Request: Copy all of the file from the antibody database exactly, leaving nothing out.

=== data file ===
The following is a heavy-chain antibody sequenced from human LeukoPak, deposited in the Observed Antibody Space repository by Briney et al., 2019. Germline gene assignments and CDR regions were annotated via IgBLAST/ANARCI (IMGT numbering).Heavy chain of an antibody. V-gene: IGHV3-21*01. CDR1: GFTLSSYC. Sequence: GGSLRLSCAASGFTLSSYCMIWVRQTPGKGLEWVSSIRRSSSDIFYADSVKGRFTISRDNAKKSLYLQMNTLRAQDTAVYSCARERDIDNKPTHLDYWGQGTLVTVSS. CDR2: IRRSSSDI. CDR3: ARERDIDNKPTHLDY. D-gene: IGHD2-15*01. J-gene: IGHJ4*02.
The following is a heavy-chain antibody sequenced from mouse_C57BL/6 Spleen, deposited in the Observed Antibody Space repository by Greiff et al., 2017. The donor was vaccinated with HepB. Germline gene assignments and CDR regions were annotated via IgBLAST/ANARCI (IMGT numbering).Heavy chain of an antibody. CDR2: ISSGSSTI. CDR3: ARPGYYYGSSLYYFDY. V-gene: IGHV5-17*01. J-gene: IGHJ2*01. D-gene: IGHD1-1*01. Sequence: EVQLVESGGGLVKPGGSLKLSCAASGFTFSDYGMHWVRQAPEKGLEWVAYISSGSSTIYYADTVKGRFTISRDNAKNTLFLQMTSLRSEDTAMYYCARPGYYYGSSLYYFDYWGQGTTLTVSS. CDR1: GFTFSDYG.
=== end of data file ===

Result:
The following is a heavy-chain antibody sequenced from human LeukoPak, deposited in the Observed Antibody Space repository by Briney et al., 2019. Germline gene assignments and CDR regions were annotated via IgBLAST/ANARCI (IMGT numbering).Heavy chain of an antibody. V-gene: IGHV3-21*01. CDR1: GFTLSSYC. Sequence: GGSLRLSCAASGFTLSSYCMIWVRQTPGKGLEWVSSIRRSSSDIFYADSVKGRFTISRDNAKKSLYLQMNTLRAQDTAVYSCARERDIDNKPTHLDYWGQGTLVTVSS. CDR2: IRRSSSDI. CDR3: ARERDIDNKPTHLDY. D-gene: IGHD2-15*01. J-gene: IGHJ4*02.
The following is a heavy-chain antibody sequenced from mouse_C57BL/6 Spleen, deposited in the Observed Antibody Space repository by Greiff et al., 2017. The donor was vaccinated with HepB. Germline gene assignments and CDR regions were annotated via IgBLAST/ANARCI (IMGT numbering).Heavy chain of an antibody. CDR2: ISSGSSTI. CDR3: ARPGYYYGSSLYYFDY. V-gene: IGHV5-17*01. J-gene: IGHJ2*01. D-gene: IGHD1-1*01. Sequence: EVQLVESGGGLVKPGGSLKLSCAASGFTFSDYGMHWVRQAPEKGLEWVAYISSGSSTIYYADTVKGRFTISRDNAKNTLFLQMTSLRSEDTAMYYCARPGYYYGSSLYYFDYWGQGTTLTVSS. CDR1: GFTFSDYG.